However, even with the updated guidelines, there is evidence that HIV+ women, despite adherence to ART regimens, continue to be less likely to breastfeed. After the Tshwane Declaration, the odds of stopping breastfeeding by 14 weeks in HIV+ mothers were 2.1 times higher than the odds of stopping breastfeeding by 14 weeks in HIV- mothers, according to research from 2014 through 2017 (Horwood et al., 2020). While there are many factors contributing to this disparity, there is strong evidence that the policy changes have created confusion for families and healthcare workers alike (Nieuwoudt et al., 2019). Healthcare providers are not providing clear and consistent counseling on breastfeeding for HIV+ parents (Nieuwoudt et al., 2019). Current policies must be supplemented to improve children’s health outcomes and reduce disparities for the children of HIV+ parents.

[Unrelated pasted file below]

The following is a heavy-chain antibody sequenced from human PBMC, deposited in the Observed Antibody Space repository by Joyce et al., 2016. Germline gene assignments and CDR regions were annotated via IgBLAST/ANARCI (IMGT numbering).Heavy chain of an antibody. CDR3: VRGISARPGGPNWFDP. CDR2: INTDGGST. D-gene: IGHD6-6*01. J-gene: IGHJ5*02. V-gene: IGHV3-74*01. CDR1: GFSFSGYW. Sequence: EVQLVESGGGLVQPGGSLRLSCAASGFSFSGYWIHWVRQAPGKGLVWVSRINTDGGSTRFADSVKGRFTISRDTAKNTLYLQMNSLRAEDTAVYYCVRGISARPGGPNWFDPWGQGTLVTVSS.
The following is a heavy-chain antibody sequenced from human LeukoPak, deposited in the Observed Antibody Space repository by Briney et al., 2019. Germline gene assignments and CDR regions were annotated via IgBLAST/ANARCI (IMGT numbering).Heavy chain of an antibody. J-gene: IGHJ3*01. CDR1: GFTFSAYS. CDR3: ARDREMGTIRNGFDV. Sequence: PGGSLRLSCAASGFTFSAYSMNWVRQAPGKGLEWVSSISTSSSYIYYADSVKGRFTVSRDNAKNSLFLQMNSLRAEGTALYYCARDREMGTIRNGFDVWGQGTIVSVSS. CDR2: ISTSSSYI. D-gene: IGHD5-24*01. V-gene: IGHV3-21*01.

The Formula Market as a Barrier to Exclusive Breastfeeding

In addition to confusion on best-practice infant feeding as a result of the HIV epidemic, the formula market also introduces barriers to raising exclusive breastfeeding rates in South Africa. In 1981, the World Health Assembly passed the “International Code of Marketing of Breast-milk Substitutes” (often referred to as “the Code”), to protect families against predatory marketing of breast-milk substitutes (World Health Organization & United Nations Children’s Fund, 2022). Despite the Code’s regulations, formula marketing still represents one of the greatest challenges to improving rates of breastfeeding; in the last 20 years, rates of EBF have moderately improved globally, yet, concurrently, sales of formula milk have almost doubled (World Health Organization & United Nations Children’s Fund, 2022).